#9

cont

In the New Testament, Luke 22:1 also equates the Feast of Unleavened Bread with the Passover celebration and other Scripture verses indicate that these interchangeable terms referred to one day which would have been the 15th day of Nisan, which was 15 Abib before the Babylonian captivity. Mark 14:1,2 indicate that the Feast of Unleavened Bread and the Passover were identical and verse 12 refers to “. . .the first day of unleavened bread when they killed the passover.”

The week following the Passover/Feast of Unleavened Bread is referred to in Acts 12:3 as “the days of unleavened bread.” It was during this week that Herod imprisoned Peter, whom he intended to bring forth to the people – not after the Passover, for that day was past – but after Easter, the pagan festival of Astarte, which was yet to come.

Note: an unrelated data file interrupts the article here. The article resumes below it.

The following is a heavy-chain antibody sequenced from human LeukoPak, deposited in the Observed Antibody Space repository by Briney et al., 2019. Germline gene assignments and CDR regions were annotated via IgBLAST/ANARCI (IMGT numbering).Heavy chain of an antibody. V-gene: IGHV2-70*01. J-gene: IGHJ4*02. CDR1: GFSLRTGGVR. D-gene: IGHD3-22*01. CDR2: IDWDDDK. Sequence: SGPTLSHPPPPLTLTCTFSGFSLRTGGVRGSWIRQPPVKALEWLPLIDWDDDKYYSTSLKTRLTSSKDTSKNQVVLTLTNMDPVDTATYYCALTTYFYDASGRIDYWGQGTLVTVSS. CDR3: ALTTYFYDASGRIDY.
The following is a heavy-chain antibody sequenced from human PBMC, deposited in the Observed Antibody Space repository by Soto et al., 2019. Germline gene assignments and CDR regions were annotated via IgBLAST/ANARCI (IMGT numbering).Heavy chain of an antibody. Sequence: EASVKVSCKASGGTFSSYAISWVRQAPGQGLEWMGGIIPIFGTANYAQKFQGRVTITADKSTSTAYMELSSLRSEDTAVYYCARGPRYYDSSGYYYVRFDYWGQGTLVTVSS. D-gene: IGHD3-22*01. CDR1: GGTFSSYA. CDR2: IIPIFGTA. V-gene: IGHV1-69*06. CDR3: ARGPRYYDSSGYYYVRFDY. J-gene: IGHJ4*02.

It is important to note that Scripture differentiates between the Passover/Feast of Unleavened Bread which was only the first day of unleavened bread and the “days of unleavened bread.” This explains why the AV translators did not confuse the “feast of Passover” with all seven “days of unleavened bread.” Although modern Jews commonly refer to a full week of Passover observance, there seem to be no Scriptural references to a week-long observance of Passover, but only one feast day followed by the “days of unleavened bread.” For this reason, it would have been less accurate for the translators to state that Herod would bring Peter forth after the Passover, which was already past.


#10